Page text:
Great Yarmouth: Plague and Depression

In the 1334 Lay Subsidy, Yarmouth paid more tax than other town, apart from London, Bristol, York, Newcastle and Boston (Dyer, 2000, 755). It is likely that the bulk of the money raised in Yarmouth derived from the herring industry. The figure is, however, misleading, as the town was about to experience a rapid and extreme reversal of circumstances.

The Black Death had a drastic effect on Great Yarmouth: over seven thousand (of a population of 9-10000) people died in 1348 (Manship, 1854, 37)*. Yarmouth suffered (proportionally) worse than any other English town, apart from Winchester and Shrewsbury (Platt, 1996, 27). The town was badly depopulated, and large areas inside the walls became vacant - so much so, in fact, that Manship records the rebuilding of plots laid vacant in the 1348 plague in the late 16th century (Manship, 1854, 37). Tradition in Great Yarmouth claims that the North Gate of the Town Walls was built by those who had made their money burying the dead of the 1348 plague (Manship, 1854, 221). Despite the large death toll due to the Black Death, there is very little evidence for it in the archaeological record: no plague pits have been discovered, and the areas of abandonment mentioned by Manship are not visible archaeologically.

The Black Death was a contributory factor, but not the main cause of Yarmouth's economic decline: the 14th century saw several changes in the herring trade: in the mid 14th century, Yarmouth had difficult relations with London, the principal buyer of Yarmouth herring. Similarly, trade with Bayonne (Yarmouth's other main market) dropped considerably (Saul, 1981, 36). Naval actions of the Hundred Years War drew some ships away from the industry (Saul, 1979, 108), while attacks by Flemish navy and privateers caused some difficulties for the industry (Saul, 1982, 84). Coincidentally, reduced population pressure inland (caused by the Black Death elsewhere in the country) led to healthier diets and less reliance on preserved herring (Platt, 1996, 34). The response to this pressure in Yarmouth was that the town increased the price of herring. Edward III introduced the Statute of Herrings (1357) to maintain cheap prices, but the Statute was of limited effectiveness, and was not enforced. Herring fishermen in Flanders, Holland and Zeeland began to concentrate on acquiring high quality fish, and curing them to the highest possible standards, further weakening Yarmouth's hold on the herring market.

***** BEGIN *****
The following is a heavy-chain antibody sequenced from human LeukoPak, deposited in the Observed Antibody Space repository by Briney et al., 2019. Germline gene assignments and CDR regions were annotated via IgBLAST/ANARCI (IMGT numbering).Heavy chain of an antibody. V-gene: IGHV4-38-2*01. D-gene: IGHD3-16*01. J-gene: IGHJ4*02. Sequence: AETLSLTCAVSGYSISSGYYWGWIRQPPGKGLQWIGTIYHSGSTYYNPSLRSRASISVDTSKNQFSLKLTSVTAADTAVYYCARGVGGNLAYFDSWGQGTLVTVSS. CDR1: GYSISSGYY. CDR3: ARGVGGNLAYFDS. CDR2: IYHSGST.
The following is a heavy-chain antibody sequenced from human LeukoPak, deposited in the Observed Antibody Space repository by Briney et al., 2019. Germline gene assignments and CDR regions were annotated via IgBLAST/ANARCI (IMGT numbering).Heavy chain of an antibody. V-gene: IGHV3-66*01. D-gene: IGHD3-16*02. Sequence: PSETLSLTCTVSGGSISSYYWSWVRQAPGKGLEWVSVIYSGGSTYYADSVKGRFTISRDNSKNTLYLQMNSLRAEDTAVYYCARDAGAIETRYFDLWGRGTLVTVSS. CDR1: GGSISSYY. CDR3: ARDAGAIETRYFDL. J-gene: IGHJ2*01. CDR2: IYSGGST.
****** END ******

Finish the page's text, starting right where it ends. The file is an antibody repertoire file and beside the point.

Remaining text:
It is interesting to note that it was not just Great Yarmouth that was suffering in the late 14th century: the settlement of Northtown, on the West side of the river, was last recorded in 1349.

However, the economic decline was affected by other matters, not least the sea. The 14th century was a time of climatic upheaval in the North Sea region (Lamb, 1982, 172): Dunwich harbour was blocked and cleared several times in the late 13th and early 14th centuries, culminating in a harbour mouth opening in Southwold (Bailey, 1991, 197). At Great Yarmouth, the river mouth began to silt up noticeably by 1337, and had become impassable by 1347. The first haven was cut near Corton in 1347, but had silted up by 1375. In all, seven haven entrances were cut, between 1347 and 1567, representing a constant drain on the resources of the town (Manship, 1854, 78ff), and contributing to the economic depression in the late Medieval town. As yet, there is no direct archaeological evidence to indicate the location of any of these former entrances. For more information on the Havens of Great Yarmouth, click here.

*These figures are probably grossly overestimated. The 1377 Poll Tax listed 1941 taxpayers in Great Yarmouth (Dyer, 2000, 758). Taking into account non taxpayers and allowing for a higher than average death/depopulation rate of 60%, Yarmouth's pre-plague population was probably between 5000 and 6000.

Click here for the Great Yarmouth bibliography.

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